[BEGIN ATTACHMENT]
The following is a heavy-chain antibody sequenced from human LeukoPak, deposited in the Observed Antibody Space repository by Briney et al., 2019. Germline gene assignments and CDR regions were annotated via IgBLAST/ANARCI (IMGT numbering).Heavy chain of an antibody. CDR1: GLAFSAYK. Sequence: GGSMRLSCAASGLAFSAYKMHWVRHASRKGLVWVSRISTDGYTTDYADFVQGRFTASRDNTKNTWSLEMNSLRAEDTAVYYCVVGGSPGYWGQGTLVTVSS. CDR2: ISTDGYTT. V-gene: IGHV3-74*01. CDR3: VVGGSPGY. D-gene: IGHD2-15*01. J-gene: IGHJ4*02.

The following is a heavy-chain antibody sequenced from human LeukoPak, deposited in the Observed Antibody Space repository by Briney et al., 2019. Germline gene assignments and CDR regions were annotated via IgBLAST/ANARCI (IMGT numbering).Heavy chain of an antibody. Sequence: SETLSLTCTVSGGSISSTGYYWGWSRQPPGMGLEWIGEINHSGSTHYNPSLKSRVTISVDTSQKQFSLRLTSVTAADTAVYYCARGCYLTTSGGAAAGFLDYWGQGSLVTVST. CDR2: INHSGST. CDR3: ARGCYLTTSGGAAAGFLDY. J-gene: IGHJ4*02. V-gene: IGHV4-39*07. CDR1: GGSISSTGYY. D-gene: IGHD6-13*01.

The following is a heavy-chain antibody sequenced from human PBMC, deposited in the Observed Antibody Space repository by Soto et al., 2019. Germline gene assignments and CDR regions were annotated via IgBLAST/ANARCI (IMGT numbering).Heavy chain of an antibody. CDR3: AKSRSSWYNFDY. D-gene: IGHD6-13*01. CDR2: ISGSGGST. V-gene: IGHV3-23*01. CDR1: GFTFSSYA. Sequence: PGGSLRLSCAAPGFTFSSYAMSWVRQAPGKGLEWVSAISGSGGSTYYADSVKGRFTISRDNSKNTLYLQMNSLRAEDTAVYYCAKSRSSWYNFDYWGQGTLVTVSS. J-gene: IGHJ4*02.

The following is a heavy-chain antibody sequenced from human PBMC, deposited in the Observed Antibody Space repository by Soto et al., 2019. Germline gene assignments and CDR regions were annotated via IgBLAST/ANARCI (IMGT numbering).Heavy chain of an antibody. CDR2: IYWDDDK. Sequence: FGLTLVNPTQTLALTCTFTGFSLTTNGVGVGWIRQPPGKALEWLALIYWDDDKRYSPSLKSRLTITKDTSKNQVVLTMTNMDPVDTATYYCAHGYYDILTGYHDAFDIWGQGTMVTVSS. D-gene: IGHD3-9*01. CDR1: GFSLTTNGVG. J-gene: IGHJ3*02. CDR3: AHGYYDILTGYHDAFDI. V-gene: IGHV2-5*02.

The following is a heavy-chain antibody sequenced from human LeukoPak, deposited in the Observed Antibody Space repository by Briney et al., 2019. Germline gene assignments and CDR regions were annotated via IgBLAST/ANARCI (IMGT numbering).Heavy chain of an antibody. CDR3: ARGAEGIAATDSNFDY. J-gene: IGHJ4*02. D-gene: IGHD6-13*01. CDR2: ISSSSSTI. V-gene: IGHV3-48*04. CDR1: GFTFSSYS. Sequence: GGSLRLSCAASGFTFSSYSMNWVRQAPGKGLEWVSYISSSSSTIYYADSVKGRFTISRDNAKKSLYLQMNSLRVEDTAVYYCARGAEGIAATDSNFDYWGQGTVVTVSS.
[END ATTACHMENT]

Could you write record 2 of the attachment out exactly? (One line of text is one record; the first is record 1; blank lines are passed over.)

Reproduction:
The following is a heavy-chain antibody sequenced from human LeukoPak, deposited in the Observed Antibody Space repository by Briney et al., 2019. Germline gene assignments and CDR regions were annotated via IgBLAST/ANARCI (IMGT numbering).Heavy chain of an antibody. Sequence: SETLSLTCTVSGGSISSTGYYWGWSRQPPGMGLEWIGEINHSGSTHYNPSLKSRVTISVDTSQKQFSLRLTSVTAADTAVYYCARGCYLTTSGGAAAGFLDYWGQGSLVTVST. CDR2: INHSGST. CDR3: ARGCYLTTSGGAAAGFLDY. J-gene: IGHJ4*02. V-gene: IGHV4-39*07. CDR1: GGSISSTGYY. D-gene: IGHD6-13*01.